Struggling to increase sales? Get in front of a camera to build an audience that knows, likes, and trusts you.
Think about the last product you purchased.
Whether it was a breakfast burrito, piece of software, or bundle of toilet paper, I bet I can guess three things about the relationship between you and the company that sold it to you:
- You knew the brand — even if this was a first-time purchase, you were familiar with the company.
- You liked the brand (or, at the very least, you disliked competing brands more).
- You trusted the brand enough to hand over your money.
How’d I do?
If you’re impressed, you should know that my guesses aren’t based on psychic intuition or a supernatural fortune-telling ability. (So, no — I can’t predict winning lottery numbers for you. Sorry.) I’m simply aware that people tend to do business with companies they know, like, and trust.
This idea has existed in sales and marketing for pretty much as long as sales and marketing have existed. In this blog post, we’ll explore the basics of the know, like, and trust (KLT) factor and how to grow yours using video.
How can the KLT factor increase sales?
In industries of all kinds, competition has arguably never been as fierce as it is today. It seems as though for every product on the market, at least two or three interchangeable alternatives exist.
So, how can you make your business stand out among the homogenous wash of sameness? How do you differentiate yourself and earn the attention of people?
One of the most effective ways, I think, is with video — specifically, video featuring you. After all, it’s the perfect medium for building awareness (know), affinity (like), and credibility (trust).
Step 1: Let people get to know you
Before anyone can like or trust you, they have to actually know who you are. And this first step may be the most challenging.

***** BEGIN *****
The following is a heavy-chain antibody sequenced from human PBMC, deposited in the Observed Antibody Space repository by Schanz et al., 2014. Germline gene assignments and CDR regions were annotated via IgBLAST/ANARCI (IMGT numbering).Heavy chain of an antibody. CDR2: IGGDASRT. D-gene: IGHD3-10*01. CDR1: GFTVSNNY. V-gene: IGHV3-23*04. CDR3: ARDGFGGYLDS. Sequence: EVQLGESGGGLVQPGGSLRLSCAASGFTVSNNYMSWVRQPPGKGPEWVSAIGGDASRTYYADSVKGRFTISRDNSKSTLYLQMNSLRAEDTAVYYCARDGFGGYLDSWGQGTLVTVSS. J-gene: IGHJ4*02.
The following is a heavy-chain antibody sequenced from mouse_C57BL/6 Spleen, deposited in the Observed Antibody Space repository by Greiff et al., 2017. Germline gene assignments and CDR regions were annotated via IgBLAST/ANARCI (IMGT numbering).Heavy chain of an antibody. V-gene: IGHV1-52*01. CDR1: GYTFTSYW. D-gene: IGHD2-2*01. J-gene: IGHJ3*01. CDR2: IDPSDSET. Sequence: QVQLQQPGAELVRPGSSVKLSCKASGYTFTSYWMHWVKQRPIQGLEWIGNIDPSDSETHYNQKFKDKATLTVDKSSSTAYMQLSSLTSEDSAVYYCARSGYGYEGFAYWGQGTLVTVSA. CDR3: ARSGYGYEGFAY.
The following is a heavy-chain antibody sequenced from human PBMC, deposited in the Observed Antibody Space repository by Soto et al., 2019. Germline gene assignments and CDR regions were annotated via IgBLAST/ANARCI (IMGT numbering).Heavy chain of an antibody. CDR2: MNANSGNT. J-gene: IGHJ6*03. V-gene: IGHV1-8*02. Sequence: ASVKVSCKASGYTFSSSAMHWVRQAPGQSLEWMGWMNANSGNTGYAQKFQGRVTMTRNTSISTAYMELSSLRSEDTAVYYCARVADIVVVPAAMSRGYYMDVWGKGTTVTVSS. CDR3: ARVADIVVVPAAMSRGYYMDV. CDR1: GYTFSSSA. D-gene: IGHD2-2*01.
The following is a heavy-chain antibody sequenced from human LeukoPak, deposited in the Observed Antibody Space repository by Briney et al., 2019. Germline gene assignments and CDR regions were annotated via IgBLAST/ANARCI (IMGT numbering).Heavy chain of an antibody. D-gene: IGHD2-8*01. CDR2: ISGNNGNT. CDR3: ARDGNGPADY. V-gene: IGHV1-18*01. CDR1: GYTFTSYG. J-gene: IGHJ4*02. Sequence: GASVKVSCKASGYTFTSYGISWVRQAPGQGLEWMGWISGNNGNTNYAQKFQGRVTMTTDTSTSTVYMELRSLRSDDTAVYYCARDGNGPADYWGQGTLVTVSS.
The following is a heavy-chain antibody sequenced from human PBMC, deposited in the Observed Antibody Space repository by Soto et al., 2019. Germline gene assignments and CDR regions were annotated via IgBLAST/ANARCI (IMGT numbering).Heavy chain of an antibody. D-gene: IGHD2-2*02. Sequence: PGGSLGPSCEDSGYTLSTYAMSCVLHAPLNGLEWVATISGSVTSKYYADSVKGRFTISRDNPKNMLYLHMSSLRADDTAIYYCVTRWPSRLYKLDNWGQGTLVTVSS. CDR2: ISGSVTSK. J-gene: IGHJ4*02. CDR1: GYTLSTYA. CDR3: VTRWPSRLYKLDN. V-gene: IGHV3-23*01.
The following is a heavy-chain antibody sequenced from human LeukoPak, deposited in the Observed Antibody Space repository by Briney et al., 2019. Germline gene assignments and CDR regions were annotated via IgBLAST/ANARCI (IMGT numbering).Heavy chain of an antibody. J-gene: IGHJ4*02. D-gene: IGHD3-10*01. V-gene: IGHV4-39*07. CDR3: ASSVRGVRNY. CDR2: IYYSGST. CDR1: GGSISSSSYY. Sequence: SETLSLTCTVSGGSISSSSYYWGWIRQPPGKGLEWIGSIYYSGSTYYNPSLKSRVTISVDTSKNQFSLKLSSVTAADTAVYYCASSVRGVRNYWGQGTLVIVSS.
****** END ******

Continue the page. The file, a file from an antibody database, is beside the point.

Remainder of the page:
After all, your greatest competition isn’t another company in your industry. It’s the countless distractions fracturing the focus of your ideal audience.
So, how do you get people to pay attention and not abandon you for cat videos or social media notifications? Here are a few ideas, assuming you’re starting from scratch and don’t already have a loyal audience.
Create relevant, valuable content
If you want people to give you a slice of their precious time, you must give them a reason to. That seems obvious when I write it. But the internet is drowning in navel-gazing content.
As a result, if you create videos that directly improve your viewers’ lives in some way, you’ll already be ahead of the vast majority of the flotsam drifting around the web. Because people will naturally want to watch what you make out of self-interest.
You can blame survival instinct. But we’re all wired to see the world in terms of “what’s in it for me?” to an extent — whether we’re aware of it or not.
So, how do you create content that improves viewers’ lives and garners attention?
That’s ultimately going to depend on your industry, product, and audience, among other things. But one of the most reliable ways is to share what you know — to lean on your own expertise.